Hands down, this is the best X-Men or X-men related film that has been made to date and unquestionably, the Wolverine movie, we’ve all been waiting for. Feeling more like a western rather than a comic book adaptation, film director James Mangold (The Wolverine, 3:10 To Yuma, Copland), brings us a visceral, violent, emotional and arguably, the most ambitious one since Christopher Nolan’s Dark Knight Trilogy.
The movie truly elevates the superhero genre to new heights—and along with Deadpool, could set off a chain reaction of R-rated superhero movies being flooded into theaters. That strategy would probably work with certain comic book characters; however, I think the PG-13 rating should remain the sweet spot for movie studios. With that being said, let’s get to the good stuff.
Before you venture on, I want to forewarn you that if you haven’t seen the movie yet and wish to see it with a completely fresh perspective, I’d stop here… there are some minor spoilers ahead.
Photo Credit: 20th Century Fox
Here’s a quick breakdown of the story. In Logan, we discover that Wolverine’s healing powers are fading and the admantium—a fictional metallic alloy that was infused into his skeletal system, which allows him to have weaponized claws, is poisoning his body. Older and in constant pain, he’s also one of the few remaining mutants alive. I think the absolute horror of Wolverine’s dilemma is that he’s struggling to coming to grips that his powers will eventually kill him at his old age. Hugh Jackman saved his best for last—portraying a darker, gloomier version of the character that possesses the iconic stubbornness and badassery that X-Men fans remember from the past… or “future’s past,” sort of speak.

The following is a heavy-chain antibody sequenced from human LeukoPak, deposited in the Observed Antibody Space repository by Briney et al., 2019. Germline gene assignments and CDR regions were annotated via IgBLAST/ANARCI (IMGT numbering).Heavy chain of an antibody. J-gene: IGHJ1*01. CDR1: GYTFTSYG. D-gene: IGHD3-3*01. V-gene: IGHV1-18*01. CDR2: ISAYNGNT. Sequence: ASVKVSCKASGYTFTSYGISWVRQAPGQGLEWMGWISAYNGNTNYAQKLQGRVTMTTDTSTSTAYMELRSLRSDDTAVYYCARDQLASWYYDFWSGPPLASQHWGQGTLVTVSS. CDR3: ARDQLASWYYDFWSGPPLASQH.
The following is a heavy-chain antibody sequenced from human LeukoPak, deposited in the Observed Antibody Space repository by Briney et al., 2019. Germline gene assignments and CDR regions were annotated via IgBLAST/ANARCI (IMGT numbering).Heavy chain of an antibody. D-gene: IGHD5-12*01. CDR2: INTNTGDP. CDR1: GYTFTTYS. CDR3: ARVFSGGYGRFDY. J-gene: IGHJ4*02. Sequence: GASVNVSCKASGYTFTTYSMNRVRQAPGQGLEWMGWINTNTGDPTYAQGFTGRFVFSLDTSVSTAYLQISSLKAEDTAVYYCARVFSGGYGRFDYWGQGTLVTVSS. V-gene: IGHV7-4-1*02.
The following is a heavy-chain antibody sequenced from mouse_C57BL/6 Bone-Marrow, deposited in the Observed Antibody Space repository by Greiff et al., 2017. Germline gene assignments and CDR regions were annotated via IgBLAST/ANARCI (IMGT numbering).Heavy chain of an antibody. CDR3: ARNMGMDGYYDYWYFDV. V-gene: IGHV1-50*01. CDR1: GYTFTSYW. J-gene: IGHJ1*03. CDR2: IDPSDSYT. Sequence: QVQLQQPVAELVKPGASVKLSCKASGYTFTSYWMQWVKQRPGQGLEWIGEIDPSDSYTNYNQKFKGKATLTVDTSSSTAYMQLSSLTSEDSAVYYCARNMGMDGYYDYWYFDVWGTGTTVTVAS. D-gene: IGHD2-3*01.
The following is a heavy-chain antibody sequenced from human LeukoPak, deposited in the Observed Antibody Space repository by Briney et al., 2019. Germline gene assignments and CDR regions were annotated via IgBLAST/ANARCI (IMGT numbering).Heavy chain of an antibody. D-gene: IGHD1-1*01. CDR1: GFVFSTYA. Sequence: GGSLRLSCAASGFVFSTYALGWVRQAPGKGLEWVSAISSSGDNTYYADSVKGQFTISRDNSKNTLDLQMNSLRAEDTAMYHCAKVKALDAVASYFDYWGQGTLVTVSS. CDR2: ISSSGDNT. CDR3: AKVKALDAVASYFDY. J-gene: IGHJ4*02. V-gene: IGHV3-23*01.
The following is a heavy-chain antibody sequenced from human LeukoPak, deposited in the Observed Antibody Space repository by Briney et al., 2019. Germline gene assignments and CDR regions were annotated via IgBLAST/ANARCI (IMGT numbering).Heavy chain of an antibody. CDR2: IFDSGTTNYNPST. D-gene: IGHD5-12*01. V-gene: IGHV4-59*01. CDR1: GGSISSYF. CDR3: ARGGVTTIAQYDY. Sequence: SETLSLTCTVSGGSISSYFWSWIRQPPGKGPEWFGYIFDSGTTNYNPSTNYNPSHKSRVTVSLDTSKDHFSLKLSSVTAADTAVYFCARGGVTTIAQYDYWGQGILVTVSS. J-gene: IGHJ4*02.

The other standout of the movie is scene-stealing Dafne Keen as Laura (or X-23 to the comic book zealots). Despite her character being mostly silent (with moments of enraged screaming) throughout the movie, I thought she was cast perfectly in her role. She also provided a great sense of realism in the gory action scenes and as well emotional touch, which was an integral part of the story.
No surprise here—Patrick Stewart puts forth another great performance as Professor X, lending lots of heart, and a surprising quantity of humor, that balances out the overall grim nature of the film. It is highly likely that this is Stewart’s final performance as Sir Charles Xavier, which was quite a different portrayal of the character from the one we’ve all grown used to seeing.
I don’t want to say much about the villains of the movie, but I found them to be relatively vague; not that it’s necessarily a bad thing. Perhaps, James Mangold kept things this way so that the movie wouldn’t deviate from too far from the main plot. I’d have to say that I found Boyd Holbrook (Narcos) to be entertaining and slyly charismatic—somewhat reminding me of Ben Foster’s character from 3:10 To Yuma. Overall, the movie had a unique atmosphere and takes it’s time, while giving the supporting characters moments to shine. The sudden and hyper-violent action scenes worked brilliantly for the storyline… it never seemed forced or out of context.
As I touched upon earlier, the movie is filled with heartache, pain and loss, which is all set in a bleak and sparse future. With 17 years of Hugh Jackman and Patrick Stewart donning their respective X-Men characters, it’s hard to ignore the fact that the movie is a big love letter to Logan and the X-Men films in general. It’s also a terrific sendoff to characters we followed for a long time, while opening up new possibilities for the X-Men franchise. Similar to last year’s Deadpool, Logan breaks away from conventional methods and vastly succeeds at doing so. Go see Logan now. 9/10.
What did you think of the movie? Which direction should the X-Men franchise go next? Let me know what you think. Thanks for stopping by everyone!
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Logan Official Trailer:
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